His long journey to Vietnam nearly over, Kevin Reynolds cupped his hands and scooped sand from a berm near where his 23-year-old brother was killed during the war.
Reynolds, 67, had traveled to the village last month, hoping to find the exact spot where Marine 2nd Lt. Richard Reynolds Jr. had died in 1968 and also to bring a small measure of closure to a long and painful family history.
Saving the sand in a jar marked the culmination of a journey that had taken the East Hampton retired New York City police officer more than 8,000 miles to complete.
Rudy Molina, a Vietnam veteran and a friend of Richard Reynolds who made the trip, said, “He was just like in a trance or something, in deep thought.”
“We both were quiet,” said Molina, 69, of Coulterville, California. “It was emotional for me, too. It was almost 50 years since this happened, and to be walking in the same spot where his brother was killed and my friend was killed, it was eerie feeling.”
Reynolds, who said he had pushed away memories of his brother’s death in the decades since it happened, joined a two-week tour of Vietnam last month organized by two veterans, hoping to find the place north of Hue in central Vietnam where his brother died in an ambush.
Richie Reynolds died Jan. 20, 1968, in a hail of machine-gun fire during an intense firefight near the Cua Viet River. The battle was a few dozen miles south of the Demilitarized Zone.
Using battle maps and descriptions of the fighting, Reynolds came to a spot near a cemetery from which it is believed the ambush had been sprung.
“I was thinking of my brother and the 12 other souls who died with him,” Reynolds recalled after he returned home of the moment when he scooped earth from where his brother, whom the family called Richie, fell. “I could run off all 13 names in my head.”
Richie Reynolds had been commanding the 3rd Platoon, A Company, 1st AmTrac Battalion, 3rd Marine Division that day. Another group of GIs had been pinned down by North Vietnamese troops, and Reynolds had rallied his men to come to their defense.
Kevin Reynolds, who was then 18, learned of his brother’s death when a pair of U.S. Marines came to the home where they then lived in upper Manhattan. Kevin Reynolds said his father, Richard Sr., and his mother, Rita, rarely spoke of their son’s death.
But Reynolds became curious about the details of his brother’s death about three years ago, after reading an account of the fatal firefight that he felt unfairly depicted his brother as having miscalculated against a numerically stronger enemy. Reynolds tracked down members of his brother’s platoon, who shared bits of information about his brother’s final battle.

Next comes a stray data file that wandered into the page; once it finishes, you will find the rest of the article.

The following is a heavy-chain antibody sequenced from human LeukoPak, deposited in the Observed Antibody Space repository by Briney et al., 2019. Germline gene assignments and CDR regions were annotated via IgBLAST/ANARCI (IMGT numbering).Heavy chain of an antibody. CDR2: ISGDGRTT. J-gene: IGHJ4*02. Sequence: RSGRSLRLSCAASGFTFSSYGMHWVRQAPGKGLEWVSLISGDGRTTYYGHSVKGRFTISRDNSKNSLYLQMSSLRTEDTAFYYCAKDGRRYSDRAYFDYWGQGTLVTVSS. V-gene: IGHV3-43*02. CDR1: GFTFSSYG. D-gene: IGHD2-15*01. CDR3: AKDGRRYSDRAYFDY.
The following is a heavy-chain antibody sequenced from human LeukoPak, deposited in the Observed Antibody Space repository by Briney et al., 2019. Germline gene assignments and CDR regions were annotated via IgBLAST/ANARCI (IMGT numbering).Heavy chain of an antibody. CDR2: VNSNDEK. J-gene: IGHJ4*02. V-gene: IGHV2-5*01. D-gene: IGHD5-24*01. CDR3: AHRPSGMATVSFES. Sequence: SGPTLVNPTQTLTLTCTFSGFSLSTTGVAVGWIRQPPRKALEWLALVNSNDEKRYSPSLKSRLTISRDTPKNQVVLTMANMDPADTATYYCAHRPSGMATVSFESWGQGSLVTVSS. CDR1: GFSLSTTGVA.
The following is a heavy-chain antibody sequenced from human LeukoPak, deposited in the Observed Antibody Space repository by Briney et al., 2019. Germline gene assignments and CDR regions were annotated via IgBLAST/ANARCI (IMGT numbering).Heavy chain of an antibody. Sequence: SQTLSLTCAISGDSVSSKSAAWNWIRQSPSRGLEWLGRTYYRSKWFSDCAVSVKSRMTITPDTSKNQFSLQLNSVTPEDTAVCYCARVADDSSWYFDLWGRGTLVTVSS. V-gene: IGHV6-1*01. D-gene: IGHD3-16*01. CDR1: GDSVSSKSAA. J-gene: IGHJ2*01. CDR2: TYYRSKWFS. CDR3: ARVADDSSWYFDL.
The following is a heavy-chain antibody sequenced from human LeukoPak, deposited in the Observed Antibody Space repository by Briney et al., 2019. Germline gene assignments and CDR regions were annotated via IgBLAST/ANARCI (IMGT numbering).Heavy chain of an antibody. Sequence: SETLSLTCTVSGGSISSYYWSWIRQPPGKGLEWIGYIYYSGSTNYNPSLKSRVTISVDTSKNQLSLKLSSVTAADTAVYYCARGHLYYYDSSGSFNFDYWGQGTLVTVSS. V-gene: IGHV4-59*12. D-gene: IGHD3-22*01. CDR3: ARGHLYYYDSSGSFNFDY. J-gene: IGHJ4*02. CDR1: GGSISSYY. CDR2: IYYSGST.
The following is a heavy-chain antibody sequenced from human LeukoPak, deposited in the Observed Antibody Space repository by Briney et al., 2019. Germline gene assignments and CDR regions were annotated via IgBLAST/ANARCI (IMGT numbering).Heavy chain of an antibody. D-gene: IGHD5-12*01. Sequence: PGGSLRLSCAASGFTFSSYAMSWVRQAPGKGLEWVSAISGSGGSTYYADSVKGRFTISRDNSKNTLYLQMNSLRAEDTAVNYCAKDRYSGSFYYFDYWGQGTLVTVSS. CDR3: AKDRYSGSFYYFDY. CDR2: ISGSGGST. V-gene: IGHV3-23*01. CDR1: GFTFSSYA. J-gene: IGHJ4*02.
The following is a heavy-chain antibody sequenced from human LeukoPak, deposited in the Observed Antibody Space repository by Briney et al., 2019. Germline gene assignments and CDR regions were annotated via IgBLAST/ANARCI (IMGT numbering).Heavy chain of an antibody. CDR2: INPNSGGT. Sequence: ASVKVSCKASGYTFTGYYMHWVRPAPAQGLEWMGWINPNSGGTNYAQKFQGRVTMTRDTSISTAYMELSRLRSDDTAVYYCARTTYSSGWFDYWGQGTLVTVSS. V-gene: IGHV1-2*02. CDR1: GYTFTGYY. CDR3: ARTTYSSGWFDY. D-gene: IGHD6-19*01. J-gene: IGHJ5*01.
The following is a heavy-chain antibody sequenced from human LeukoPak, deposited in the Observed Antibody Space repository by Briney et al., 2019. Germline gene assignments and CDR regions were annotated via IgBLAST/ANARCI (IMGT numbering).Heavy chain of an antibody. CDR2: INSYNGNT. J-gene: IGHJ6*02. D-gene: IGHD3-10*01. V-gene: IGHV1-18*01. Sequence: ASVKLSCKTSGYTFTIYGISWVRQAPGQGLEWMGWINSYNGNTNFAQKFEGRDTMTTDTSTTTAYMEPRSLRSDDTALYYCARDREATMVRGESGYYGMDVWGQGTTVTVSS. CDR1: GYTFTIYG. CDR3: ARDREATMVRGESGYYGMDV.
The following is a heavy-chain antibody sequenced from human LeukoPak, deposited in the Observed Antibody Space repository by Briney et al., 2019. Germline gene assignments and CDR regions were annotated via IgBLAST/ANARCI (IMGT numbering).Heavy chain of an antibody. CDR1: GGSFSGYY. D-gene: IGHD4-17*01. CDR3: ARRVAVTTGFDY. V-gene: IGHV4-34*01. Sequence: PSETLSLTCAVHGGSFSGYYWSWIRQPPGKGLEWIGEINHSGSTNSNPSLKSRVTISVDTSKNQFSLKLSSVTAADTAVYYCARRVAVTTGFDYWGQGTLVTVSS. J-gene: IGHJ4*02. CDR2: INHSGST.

Not long after, Reynolds decided to join the growing number of Americans who are visiting places in Vietnam that remain emotionally significant to them 44 years after U.S. combat troops left the country.
In all, 58,220 Americans died in the war, according to the National Archives. More than 3 million Vietnamese soldiers and civilians also perished.
On March 5, Kevin Reynolds left on a war-related tour of Vietnam arranged by Vietnam Battlefield Tours, a Texas-based nonprofit run by five Vietnam veterans. The group has hosted about 1,500 visitors per year since 2005. His itinerary included visits to some of the most iconic locations of the war, including the infamous “Hanoi Hilton” prison and Khe Sanh.
During his trip, Reynolds brought clothing and toys to an orphanage in Da Nang, a city that American troops had used as a giant military base, and whose surrounding area had been devastated by the fighting. He considered it a peace gesture on behalf of his brother.
Finding closure, Kevin Reynolds said, might never be fully possible. But finding the spot where his brother perished brought a connection that had eluded him for the decades since his passing, Reynolds said.
In the emotional moment when he reached the spot where his brother died, Reynolds scooped up the sand, but forgot to bury a scarf he had given his mother before she died in 1993.
“I was finally in an area that had been crisscrossed several times by my brother and his men, and that was satisfying,” Reynolds said of his trip. “This was the finish line for me.”